# 4.25: Untitled Page 80

- Page ID
- 18213

## Chapter 4

(4‐134)

We begin by eliminating the first term in the second equation. This is accomplished by multiplying the first equation by 0.045 and subtracting the result from the second equation to obtain

(4‐135)

Directing our attention to the third equation, we multiply the first equation by 0.091 and subtract the result from the third equation to obtain (4‐136)

The second equation can be conditioned by dividing by 0.024 so that the equation set takes the form

(4‐137)

We now multiply the second equation by 0 *. * 810 and subtract the result from the third equation to obtain

142

(4‐138)

and division of the third equation by 30 *. * 763 leads to (4‐139)

Having worked our way *forward* through this set of three equations in order to determine

, we can work our way *backward* through the set to determine and

. The results are the same as we obtained earlier in Sec. 4.8 and we list the result again as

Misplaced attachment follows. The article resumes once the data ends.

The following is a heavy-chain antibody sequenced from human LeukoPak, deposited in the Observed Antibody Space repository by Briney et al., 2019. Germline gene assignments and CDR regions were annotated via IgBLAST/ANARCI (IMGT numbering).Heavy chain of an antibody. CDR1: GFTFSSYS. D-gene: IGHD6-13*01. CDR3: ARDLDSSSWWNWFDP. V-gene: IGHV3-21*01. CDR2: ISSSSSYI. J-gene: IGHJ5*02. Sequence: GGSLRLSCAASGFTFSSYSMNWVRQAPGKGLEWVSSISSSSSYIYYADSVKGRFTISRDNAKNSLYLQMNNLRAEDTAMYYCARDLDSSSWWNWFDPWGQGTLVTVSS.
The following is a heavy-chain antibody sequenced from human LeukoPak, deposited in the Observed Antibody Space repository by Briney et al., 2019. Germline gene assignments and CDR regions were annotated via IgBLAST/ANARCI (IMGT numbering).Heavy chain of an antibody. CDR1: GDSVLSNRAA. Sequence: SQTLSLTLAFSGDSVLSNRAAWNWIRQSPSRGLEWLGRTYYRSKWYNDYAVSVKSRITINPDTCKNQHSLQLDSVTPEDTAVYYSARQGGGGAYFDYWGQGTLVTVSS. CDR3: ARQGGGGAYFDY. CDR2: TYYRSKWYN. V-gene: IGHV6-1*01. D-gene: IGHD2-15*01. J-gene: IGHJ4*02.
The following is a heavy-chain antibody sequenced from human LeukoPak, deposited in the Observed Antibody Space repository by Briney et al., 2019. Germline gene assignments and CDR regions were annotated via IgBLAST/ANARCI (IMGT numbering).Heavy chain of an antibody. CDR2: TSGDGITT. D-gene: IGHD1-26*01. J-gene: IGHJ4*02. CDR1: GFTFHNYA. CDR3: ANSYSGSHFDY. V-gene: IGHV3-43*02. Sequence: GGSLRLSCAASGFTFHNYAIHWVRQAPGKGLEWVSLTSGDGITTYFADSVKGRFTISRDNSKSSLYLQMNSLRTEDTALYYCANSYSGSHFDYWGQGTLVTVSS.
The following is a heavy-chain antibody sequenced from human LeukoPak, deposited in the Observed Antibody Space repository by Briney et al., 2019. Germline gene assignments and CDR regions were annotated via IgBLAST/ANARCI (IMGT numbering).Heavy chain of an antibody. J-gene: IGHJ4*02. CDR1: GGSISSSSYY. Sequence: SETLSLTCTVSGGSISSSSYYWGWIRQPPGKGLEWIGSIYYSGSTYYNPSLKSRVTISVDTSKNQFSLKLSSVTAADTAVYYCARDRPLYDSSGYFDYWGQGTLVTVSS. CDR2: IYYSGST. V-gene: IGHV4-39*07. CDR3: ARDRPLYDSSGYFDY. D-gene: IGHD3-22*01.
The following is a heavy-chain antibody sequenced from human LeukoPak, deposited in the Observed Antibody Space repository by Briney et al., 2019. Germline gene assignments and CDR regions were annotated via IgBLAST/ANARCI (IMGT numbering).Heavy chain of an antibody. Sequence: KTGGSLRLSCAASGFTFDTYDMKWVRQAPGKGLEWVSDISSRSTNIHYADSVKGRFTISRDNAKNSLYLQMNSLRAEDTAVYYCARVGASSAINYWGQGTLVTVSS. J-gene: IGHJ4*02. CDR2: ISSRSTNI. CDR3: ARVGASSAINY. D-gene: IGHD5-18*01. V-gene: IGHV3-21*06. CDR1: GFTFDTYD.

(4‐140)

The procedure represented by Eqs. 4‐133 through 4‐139 is extremely convenient for automated computation and large systems of equations can be quickly solved using a variety of software. Using systems such as MATLAB or *Mathematica*, problems of this type become quite simple.

*4.9.2 Determination of the inverse of a square matrix*

The Gaussian elimination procedure described in the previous section is closely related to the determination of the inverse of a square matrix. In order to illustrate how the inverse matrix can be calculated, we consider the coefficient matrix associated with Eq. 4‐134 which we express as

1

1

1

A

0 *. * 045 0 *. * 069 0 955

*. *

(4‐141)

0 *. * 091 0 901

*. *

0 041

*. *

We can express Eq. 4‐134 in the compact form represented by Eq. 4‐119 to obtain A u *=*

b

(4‐142)

143